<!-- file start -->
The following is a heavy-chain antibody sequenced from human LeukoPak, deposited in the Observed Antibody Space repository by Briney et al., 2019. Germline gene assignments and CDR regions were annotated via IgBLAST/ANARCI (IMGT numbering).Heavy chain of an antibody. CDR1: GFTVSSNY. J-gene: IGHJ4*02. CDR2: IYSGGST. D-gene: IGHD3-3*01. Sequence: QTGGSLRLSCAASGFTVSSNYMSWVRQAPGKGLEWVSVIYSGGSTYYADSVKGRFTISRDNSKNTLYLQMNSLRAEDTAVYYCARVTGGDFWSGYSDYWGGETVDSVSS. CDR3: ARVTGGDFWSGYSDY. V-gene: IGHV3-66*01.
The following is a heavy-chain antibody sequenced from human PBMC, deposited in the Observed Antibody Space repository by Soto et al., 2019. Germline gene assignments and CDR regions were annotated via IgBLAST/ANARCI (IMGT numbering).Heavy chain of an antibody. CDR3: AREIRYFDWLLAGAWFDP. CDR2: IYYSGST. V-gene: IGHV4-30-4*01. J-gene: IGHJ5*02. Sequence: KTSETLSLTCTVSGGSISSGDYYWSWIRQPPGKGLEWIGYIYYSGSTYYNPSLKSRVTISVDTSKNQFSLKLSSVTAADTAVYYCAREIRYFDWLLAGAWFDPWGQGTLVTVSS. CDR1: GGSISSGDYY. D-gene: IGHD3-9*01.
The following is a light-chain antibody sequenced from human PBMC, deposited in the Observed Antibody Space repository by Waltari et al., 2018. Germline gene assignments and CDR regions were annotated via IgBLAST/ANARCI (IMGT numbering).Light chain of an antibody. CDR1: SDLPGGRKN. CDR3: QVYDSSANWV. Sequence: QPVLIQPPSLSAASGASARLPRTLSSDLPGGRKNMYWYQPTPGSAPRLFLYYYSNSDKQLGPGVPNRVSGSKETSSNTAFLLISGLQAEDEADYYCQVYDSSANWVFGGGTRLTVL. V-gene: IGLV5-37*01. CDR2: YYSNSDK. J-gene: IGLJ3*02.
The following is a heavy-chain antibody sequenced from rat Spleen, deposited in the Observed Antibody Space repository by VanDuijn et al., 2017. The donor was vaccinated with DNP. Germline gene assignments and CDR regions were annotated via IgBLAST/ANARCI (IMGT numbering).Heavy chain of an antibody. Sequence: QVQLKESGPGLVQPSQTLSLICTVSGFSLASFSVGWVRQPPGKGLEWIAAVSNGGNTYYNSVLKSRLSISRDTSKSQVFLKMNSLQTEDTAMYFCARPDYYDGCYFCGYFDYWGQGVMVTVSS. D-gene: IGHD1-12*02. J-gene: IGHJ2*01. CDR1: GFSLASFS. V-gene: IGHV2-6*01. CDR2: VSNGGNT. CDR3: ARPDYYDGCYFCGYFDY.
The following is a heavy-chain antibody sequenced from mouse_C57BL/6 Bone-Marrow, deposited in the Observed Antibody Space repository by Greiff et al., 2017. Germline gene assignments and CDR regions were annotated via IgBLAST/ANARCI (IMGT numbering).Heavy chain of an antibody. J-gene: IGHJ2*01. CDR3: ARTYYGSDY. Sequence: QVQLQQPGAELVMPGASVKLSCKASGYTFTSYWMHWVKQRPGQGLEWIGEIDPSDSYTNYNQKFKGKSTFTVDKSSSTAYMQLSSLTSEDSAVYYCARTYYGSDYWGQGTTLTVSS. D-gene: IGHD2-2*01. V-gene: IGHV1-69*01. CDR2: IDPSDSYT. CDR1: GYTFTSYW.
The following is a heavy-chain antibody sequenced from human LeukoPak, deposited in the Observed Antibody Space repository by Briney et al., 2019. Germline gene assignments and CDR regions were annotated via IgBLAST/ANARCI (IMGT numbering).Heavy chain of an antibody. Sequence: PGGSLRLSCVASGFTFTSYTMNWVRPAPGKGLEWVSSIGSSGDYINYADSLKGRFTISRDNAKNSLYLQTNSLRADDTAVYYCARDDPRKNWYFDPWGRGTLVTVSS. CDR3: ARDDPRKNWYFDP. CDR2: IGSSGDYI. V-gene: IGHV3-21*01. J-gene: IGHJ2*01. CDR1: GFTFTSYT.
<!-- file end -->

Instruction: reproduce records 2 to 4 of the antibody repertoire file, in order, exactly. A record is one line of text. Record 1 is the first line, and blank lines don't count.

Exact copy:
The following is a heavy-chain antibody sequenced from human PBMC, deposited in the Observed Antibody Space repository by Soto et al., 2019. Germline gene assignments and CDR regions were annotated via IgBLAST/ANARCI (IMGT numbering).Heavy chain of an antibody. CDR3: AREIRYFDWLLAGAWFDP. CDR2: IYYSGST. V-gene: IGHV4-30-4*01. J-gene: IGHJ5*02. Sequence: KTSETLSLTCTVSGGSISSGDYYWSWIRQPPGKGLEWIGYIYYSGSTYYNPSLKSRVTISVDTSKNQFSLKLSSVTAADTAVYYCAREIRYFDWLLAGAWFDPWGQGTLVTVSS. CDR1: GGSISSGDYY. D-gene: IGHD3-9*01.
The following is a light-chain antibody sequenced from human PBMC, deposited in the Observed Antibody Space repository by Waltari et al., 2018. Germline gene assignments and CDR regions were annotated via IgBLAST/ANARCI (IMGT numbering).Light chain of an antibody. CDR1: SDLPGGRKN. CDR3: QVYDSSANWV. Sequence: QPVLIQPPSLSAASGASARLPRTLSSDLPGGRKNMYWYQPTPGSAPRLFLYYYSNSDKQLGPGVPNRVSGSKETSSNTAFLLISGLQAEDEADYYCQVYDSSANWVFGGGTRLTVL. V-gene: IGLV5-37*01. CDR2: YYSNSDK. J-gene: IGLJ3*02.
The following is a heavy-chain antibody sequenced from rat Spleen, deposited in the Observed Antibody Space repository by VanDuijn et al., 2017. The donor was vaccinated with DNP. Germline gene assignments and CDR regions were annotated via IgBLAST/ANARCI (IMGT numbering).Heavy chain of an antibody. Sequence: QVQLKESGPGLVQPSQTLSLICTVSGFSLASFSVGWVRQPPGKGLEWIAAVSNGGNTYYNSVLKSRLSISRDTSKSQVFLKMNSLQTEDTAMYFCARPDYYDGCYFCGYFDYWGQGVMVTVSS. D-gene: IGHD1-12*02. J-gene: IGHJ2*01. CDR1: GFSLASFS. V-gene: IGHV2-6*01. CDR2: VSNGGNT. CDR3: ARPDYYDGCYFCGYFDY.